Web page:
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Reviewed by:
  • Tahiti: Regards intérieurs, and: Images et pouvoirs dans le Pacifique, and: Tahiti Beloved and Forbidden:Tahiti Herehia, Tahiti Rahuia
  • Alexander Mawyer
Tahiti: Regards intérieurs, edited by Elise Huffer and Bruno Saura. Suva: Institute of Pacific Studies, University of the South Pacific, 2006. ISBN 978-982-02-0381-5, ix + 235 pages, notes, bibliography. US$30.00.
Images et pouvoirs dans le Pacifique, edited by Viviane Fayaud and Jean-Marc Regnault. Paris: Publications de la Société Française d'Histoire d'Outre-Mer, 2011. ISBN 978-2-859700-48-5, 188 pages, resumes, biographies. €18.
Tahiti Beloved and Forbidden: Tahiti Herehia, Tahiti Rahuia, by Marie Claude Teissier-Landgraf. Translated by Neil Carruthers. Suva: Institute of Pacific Studies, University of the South Pacific, 2004. ISBN 978-982-02-0369-3, 372 pages, illustrations, glossary. US$20.00.

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Aroha, Aloha, Alofa, by Andy Leleisi'uao. 2011. Acrylic on canvas, 25 cm x 25 cm

I wanted to convey the idea of exchange and blessing, as a crossed lei becomes a full circle when placed around a neck.

[End Page 209]

It is almost two decades since Epeli Hau'ofa inspired an astonished community of insular voices with his luminous vision of Oceania as a tissue of immemorial and emergent pathways linking distant lands in unbroken bonds. Despite the connective spirit of many Pacific conversations in subsequent years, some voices still travel across the broader sea as echoes over water, dimly heard. French Polynesia, storied Tahiti, the verdant Societies, the bejeweled Tuamotus, the oft-overlooked Australs and Gambiers, and the romanticized Marquesas remain—for metropolitan France and for non-French-speaking persons across the region—truly a pays d'outre mer, a country over the sea. That this is the case is all the more lamentable considering the recent efflorescence of literary and academic works in French Polynesia, from exquisitely intimate memoirs to penetrating analyses of the structural transformations of cultural systems both scintillatingly minute and foundationally vast; from heart-wrenching novels to playful, improvisational poetry to subtle recherché debates about the role of the academy, especially linguistics, in national politics. If all of the authors reviewed here resonate with Hau'ofa's vision of Oceania as a fabric of connections, liaisons, and rapprochements, they also remind us that anglophone Pacific scholars and writers need to work to meet their francophone colleagues halfway.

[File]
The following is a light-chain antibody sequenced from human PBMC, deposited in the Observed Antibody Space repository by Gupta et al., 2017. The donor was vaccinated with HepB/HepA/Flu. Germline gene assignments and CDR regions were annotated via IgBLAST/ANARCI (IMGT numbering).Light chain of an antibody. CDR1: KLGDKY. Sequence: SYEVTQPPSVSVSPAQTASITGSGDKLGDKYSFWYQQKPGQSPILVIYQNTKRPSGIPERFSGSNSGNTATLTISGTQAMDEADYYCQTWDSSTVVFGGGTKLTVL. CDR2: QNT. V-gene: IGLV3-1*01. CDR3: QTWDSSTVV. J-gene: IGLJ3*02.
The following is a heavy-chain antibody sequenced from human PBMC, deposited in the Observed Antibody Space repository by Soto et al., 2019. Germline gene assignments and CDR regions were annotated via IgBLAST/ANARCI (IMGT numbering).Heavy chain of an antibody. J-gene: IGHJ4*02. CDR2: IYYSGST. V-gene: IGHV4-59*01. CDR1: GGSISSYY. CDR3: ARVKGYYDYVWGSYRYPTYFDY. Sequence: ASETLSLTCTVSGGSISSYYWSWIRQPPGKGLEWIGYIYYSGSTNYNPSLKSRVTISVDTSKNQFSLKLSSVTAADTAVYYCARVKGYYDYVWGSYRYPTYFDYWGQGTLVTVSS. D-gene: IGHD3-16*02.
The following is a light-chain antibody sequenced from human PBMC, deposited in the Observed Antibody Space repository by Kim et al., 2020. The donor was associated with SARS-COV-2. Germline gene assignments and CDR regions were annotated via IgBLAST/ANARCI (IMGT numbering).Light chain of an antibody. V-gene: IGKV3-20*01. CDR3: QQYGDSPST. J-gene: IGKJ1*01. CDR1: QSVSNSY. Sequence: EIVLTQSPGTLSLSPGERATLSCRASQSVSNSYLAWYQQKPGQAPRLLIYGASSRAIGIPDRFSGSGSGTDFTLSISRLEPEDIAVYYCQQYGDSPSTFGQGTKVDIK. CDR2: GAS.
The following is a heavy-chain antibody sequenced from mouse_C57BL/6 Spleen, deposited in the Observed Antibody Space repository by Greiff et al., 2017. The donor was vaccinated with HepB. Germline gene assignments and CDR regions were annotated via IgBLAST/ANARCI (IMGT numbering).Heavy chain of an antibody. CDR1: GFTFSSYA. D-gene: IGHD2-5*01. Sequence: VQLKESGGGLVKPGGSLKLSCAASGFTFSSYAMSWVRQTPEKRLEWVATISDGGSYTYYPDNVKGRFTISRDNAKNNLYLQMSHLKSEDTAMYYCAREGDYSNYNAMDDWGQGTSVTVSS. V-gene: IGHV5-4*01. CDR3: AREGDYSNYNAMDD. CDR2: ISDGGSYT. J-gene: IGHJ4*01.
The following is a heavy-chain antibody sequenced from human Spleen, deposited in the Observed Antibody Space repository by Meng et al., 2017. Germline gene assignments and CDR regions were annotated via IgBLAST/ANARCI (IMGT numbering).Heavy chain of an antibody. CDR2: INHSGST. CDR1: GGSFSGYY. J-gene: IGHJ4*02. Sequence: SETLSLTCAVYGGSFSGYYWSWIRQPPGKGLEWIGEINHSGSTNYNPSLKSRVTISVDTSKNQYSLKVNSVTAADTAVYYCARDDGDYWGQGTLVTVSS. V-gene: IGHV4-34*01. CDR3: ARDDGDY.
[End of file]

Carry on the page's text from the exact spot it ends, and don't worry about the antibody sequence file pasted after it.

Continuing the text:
Two exemplary edited volumes and a new English translation of Marie Claude Teissier-Landgraf's celebrated novel offer a glimpse of the vitality of recent scholarship and literary craft in the French Pacific and of some themes and trends in regional conversations. For those who have a fair reading comprehension of French, Elise Huffer and Bruno Saura's very fine volume is an excellent place to start. Showcasing current writing about French Polynesia by Mā'ohi writers from within the region's cultural milieu, this work is notable for the manner in which it brings academic as well as high-caliber public scholarship into conversation with evocative literary and critical reflections. After a clear-sighted editors' note discussing this burgeoning, productive period for Tahitian and other Mā'ohi writers and the problem of address with respect to a broad Oceanic audience, the volume opens with a robust study of childhood cultures and game play on the Tuamotu atoll of Nāpuka, [End Page 210] one of several contributions drawing attention to modest cultural endurances. In this piece, Jean Kape shows how spatial strategies, normative conventional rule-bound interaction frames, and such ephemeral moments as cheers and taunts can mediate some of the cultural disturbances of historical change. Together with Corinne McKittrick's very fine essay on Tahitian dance and Frédéric Reva's Tahitian-language discussion of the surprising depths of contemporary songwriting by popular artists, these ruminations on the role of intergenerational transmission of microcultural beliefs and values suggest that the profoundly significant cohesion of community rests to some degree in modest moments in the everyday cultures of childhood and adult performances.

This concern with the micro is well complemented in the volume by Danielle Helme and Tamatoa Bambridge, who contribute pieces investigating sweeping structural transformations in...


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